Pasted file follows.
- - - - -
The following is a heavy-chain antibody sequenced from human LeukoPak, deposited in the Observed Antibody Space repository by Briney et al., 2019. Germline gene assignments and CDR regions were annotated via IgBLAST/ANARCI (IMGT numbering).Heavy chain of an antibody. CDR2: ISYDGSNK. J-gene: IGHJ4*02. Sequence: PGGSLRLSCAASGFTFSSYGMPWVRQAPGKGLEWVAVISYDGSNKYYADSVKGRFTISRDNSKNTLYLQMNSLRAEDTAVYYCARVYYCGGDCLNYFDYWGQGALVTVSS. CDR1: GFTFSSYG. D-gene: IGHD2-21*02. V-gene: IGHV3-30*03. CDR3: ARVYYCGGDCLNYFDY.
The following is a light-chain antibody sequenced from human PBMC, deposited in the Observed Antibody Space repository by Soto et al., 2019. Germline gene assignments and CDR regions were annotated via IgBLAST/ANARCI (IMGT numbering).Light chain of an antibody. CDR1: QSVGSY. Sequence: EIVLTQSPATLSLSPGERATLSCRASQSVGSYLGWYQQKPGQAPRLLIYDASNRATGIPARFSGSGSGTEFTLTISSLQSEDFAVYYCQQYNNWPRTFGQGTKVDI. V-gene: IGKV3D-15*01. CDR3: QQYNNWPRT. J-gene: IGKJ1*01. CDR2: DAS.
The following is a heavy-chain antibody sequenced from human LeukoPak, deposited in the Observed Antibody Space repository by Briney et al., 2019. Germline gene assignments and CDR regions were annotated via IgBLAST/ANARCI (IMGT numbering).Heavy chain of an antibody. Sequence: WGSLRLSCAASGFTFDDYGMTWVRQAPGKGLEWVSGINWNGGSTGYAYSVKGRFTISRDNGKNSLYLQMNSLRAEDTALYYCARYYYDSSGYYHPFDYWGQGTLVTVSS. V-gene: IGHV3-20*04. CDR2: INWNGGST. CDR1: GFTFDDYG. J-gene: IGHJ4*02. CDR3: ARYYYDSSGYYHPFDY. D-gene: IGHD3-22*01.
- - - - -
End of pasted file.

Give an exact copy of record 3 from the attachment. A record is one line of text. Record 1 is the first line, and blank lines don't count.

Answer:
The following is a heavy-chain antibody sequenced from human LeukoPak, deposited in the Observed Antibody Space repository by Briney et al., 2019. Germline gene assignments and CDR regions were annotated via IgBLAST/ANARCI (IMGT numbering).Heavy chain of an antibody. Sequence: WGSLRLSCAASGFTFDDYGMTWVRQAPGKGLEWVSGINWNGGSTGYAYSVKGRFTISRDNGKNSLYLQMNSLRAEDTALYYCARYYYDSSGYYHPFDYWGQGTLVTVSS. V-gene: IGHV3-20*04. CDR2: INWNGGST. CDR1: GFTFDDYG. J-gene: IGHJ4*02. CDR3: ARYYYDSSGYYHPFDY. D-gene: IGHD3-22*01.